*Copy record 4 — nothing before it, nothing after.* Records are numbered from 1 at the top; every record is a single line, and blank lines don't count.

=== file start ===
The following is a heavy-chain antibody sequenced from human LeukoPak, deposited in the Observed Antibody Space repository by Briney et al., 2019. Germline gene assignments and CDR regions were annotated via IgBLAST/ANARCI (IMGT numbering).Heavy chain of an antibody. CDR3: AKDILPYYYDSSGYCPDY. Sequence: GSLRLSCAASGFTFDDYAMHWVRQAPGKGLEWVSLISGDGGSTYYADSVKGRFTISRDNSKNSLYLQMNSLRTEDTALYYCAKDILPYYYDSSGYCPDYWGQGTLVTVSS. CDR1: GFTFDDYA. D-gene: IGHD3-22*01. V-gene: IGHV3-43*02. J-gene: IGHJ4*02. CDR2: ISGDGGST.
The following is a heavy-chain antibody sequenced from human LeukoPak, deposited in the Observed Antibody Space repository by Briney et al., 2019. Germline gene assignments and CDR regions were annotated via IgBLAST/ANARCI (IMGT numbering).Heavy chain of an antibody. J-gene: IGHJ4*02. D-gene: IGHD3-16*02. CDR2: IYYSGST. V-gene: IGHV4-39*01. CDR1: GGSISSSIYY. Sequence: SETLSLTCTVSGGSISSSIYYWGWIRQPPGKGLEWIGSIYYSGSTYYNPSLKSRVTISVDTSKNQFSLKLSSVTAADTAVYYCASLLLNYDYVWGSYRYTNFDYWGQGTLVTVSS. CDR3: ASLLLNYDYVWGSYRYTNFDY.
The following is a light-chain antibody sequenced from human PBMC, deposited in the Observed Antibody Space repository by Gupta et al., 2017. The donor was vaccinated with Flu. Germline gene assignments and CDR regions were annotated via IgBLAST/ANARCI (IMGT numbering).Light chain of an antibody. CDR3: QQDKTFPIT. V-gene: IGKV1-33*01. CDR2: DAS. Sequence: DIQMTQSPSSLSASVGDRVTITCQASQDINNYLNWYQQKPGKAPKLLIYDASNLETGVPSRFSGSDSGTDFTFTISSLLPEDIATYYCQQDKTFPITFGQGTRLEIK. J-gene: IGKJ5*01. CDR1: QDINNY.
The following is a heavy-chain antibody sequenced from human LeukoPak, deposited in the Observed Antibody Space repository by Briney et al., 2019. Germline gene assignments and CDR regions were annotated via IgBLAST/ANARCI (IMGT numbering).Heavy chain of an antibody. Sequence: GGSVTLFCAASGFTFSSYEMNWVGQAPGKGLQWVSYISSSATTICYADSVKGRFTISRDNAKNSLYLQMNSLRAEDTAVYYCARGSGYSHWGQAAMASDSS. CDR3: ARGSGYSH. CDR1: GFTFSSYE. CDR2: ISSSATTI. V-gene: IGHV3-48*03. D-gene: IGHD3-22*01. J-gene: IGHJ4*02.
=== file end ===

The following is a heavy-chain antibody sequenced from human LeukoPak, deposited in the Observed Antibody Space repository by Briney et al., 2019. Germline gene assignments and CDR regions were annotated via IgBLAST/ANARCI (IMGT numbering).Heavy chain of an antibody. Sequence: GGSVTLFCAASGFTFSSYEMNWVGQAPGKGLQWVSYISSSATTICYADSVKGRFTISRDNAKNSLYLQMNSLRAEDTAVYYCARGSGYSHWGQAAMASDSS. CDR3: ARGSGYSH. CDR1: GFTFSSYE. CDR2: ISSSATTI. V-gene: IGHV3-48*03. D-gene: IGHD3-22*01. J-gene: IGHJ4*02.